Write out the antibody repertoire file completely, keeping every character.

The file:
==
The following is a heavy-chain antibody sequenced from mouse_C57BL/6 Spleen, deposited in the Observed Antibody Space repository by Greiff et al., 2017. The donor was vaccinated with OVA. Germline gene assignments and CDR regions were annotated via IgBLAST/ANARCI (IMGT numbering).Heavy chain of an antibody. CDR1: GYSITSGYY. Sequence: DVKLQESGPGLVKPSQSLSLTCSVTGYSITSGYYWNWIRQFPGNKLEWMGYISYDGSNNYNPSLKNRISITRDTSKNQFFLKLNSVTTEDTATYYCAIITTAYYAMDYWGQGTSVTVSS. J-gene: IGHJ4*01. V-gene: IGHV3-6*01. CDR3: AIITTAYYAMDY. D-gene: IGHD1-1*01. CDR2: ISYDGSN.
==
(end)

The following is a heavy-chain antibody sequenced from mouse_C57BL/6 Spleen, deposited in the Observed Antibody Space repository by Greiff et al., 2017. The donor was vaccinated with OVA. Germline gene assignments and CDR regions were annotated via IgBLAST/ANARCI (IMGT numbering).Heavy chain of an antibody. CDR1: GYSITSGYY. Sequence: DVKLQESGPGLVKPSQSLSLTCSVTGYSITSGYYWNWIRQFPGNKLEWMGYISYDGSNNYNPSLKNRISITRDTSKNQFFLKLNSVTTEDTATYYCAIITTAYYAMDYWGQGTSVTVSS. J-gene: IGHJ4*01. V-gene: IGHV3-6*01. CDR3: AIITTAYYAMDY. D-gene: IGHD1-1*01. CDR2: ISYDGSN.